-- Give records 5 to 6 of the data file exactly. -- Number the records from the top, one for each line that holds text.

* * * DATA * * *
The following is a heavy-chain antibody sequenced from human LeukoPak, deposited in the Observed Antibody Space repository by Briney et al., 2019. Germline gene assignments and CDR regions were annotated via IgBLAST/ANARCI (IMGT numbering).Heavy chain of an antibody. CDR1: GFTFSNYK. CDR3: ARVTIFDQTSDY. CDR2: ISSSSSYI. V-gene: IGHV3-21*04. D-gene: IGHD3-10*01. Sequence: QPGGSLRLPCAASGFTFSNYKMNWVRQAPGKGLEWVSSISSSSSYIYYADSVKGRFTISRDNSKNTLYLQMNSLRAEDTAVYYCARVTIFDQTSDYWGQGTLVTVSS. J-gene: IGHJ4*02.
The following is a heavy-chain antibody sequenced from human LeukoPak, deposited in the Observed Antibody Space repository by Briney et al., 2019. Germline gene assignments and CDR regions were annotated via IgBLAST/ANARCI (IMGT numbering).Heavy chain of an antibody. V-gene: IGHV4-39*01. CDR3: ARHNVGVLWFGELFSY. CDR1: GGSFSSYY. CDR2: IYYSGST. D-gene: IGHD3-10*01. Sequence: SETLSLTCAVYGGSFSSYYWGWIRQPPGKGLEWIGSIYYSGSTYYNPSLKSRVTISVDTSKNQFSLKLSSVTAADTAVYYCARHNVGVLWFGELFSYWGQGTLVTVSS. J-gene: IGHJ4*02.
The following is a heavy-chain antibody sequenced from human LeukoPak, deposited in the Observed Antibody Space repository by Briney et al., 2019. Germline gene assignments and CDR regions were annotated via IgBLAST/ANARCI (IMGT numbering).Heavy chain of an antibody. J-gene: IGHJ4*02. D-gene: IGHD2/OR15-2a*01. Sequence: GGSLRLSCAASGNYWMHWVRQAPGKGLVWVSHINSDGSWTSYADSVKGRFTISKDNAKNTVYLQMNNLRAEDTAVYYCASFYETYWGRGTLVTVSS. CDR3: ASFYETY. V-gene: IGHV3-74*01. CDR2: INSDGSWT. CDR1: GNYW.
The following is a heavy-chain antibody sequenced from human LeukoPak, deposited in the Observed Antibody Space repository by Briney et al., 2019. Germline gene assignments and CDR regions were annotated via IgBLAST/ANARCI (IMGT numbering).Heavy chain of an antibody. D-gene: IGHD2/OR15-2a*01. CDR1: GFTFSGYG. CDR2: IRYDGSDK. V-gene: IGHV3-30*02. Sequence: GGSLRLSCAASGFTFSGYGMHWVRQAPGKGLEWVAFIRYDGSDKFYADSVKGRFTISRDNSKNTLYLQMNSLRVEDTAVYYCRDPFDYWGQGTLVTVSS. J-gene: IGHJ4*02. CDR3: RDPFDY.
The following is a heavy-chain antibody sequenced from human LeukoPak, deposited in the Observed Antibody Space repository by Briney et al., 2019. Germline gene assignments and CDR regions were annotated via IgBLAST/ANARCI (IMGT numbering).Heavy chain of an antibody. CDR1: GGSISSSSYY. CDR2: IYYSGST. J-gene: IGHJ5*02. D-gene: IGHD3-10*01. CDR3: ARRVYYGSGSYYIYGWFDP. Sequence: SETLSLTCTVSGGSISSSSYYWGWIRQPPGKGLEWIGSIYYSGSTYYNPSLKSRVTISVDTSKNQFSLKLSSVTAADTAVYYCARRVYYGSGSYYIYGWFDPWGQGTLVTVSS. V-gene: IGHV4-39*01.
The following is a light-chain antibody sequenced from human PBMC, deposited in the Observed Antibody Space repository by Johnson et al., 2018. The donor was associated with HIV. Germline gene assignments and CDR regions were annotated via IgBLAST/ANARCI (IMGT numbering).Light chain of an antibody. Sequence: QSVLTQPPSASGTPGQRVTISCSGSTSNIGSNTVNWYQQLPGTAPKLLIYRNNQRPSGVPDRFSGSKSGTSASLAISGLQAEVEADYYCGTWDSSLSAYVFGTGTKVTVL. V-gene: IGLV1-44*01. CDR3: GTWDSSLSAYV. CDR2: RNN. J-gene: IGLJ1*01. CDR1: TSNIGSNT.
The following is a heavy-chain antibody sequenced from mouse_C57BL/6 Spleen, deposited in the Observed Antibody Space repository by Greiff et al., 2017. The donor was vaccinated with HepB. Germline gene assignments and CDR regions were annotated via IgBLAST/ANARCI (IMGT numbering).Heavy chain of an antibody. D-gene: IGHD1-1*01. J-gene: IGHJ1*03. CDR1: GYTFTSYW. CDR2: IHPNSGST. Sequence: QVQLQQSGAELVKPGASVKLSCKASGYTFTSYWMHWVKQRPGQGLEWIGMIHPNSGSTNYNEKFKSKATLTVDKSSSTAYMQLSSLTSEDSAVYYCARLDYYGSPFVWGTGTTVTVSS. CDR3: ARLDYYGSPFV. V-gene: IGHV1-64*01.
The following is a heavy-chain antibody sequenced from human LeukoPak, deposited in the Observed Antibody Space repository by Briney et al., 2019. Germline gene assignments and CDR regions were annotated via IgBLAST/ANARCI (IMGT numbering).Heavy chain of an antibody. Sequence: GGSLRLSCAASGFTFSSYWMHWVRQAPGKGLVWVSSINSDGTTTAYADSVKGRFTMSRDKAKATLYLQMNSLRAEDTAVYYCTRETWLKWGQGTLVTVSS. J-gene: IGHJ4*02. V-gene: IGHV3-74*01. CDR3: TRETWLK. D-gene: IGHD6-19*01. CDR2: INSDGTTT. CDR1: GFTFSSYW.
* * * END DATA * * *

The following is a heavy-chain antibody sequenced from human LeukoPak, deposited in the Observed Antibody Space repository by Briney et al., 2019. Germline gene assignments and CDR regions were annotated via IgBLAST/ANARCI (IMGT numbering).Heavy chain of an antibody. CDR1: GGSISSSSYY. CDR2: IYYSGST. J-gene: IGHJ5*02. D-gene: IGHD3-10*01. CDR3: ARRVYYGSGSYYIYGWFDP. Sequence: SETLSLTCTVSGGSISSSSYYWGWIRQPPGKGLEWIGSIYYSGSTYYNPSLKSRVTISVDTSKNQFSLKLSSVTAADTAVYYCARRVYYGSGSYYIYGWFDPWGQGTLVTVSS. V-gene: IGHV4-39*01.
The following is a light-chain antibody sequenced from human PBMC, deposited in the Observed Antibody Space repository by Johnson et al., 2018. The donor was associated with HIV. Germline gene assignments and CDR regions were annotated via IgBLAST/ANARCI (IMGT numbering).Light chain of an antibody. Sequence: QSVLTQPPSASGTPGQRVTISCSGSTSNIGSNTVNWYQQLPGTAPKLLIYRNNQRPSGVPDRFSGSKSGTSASLAISGLQAEVEADYYCGTWDSSLSAYVFGTGTKVTVL. V-gene: IGLV1-44*01. CDR3: GTWDSSLSAYV. CDR2: RNN. J-gene: IGLJ1*01. CDR1: TSNIGSNT.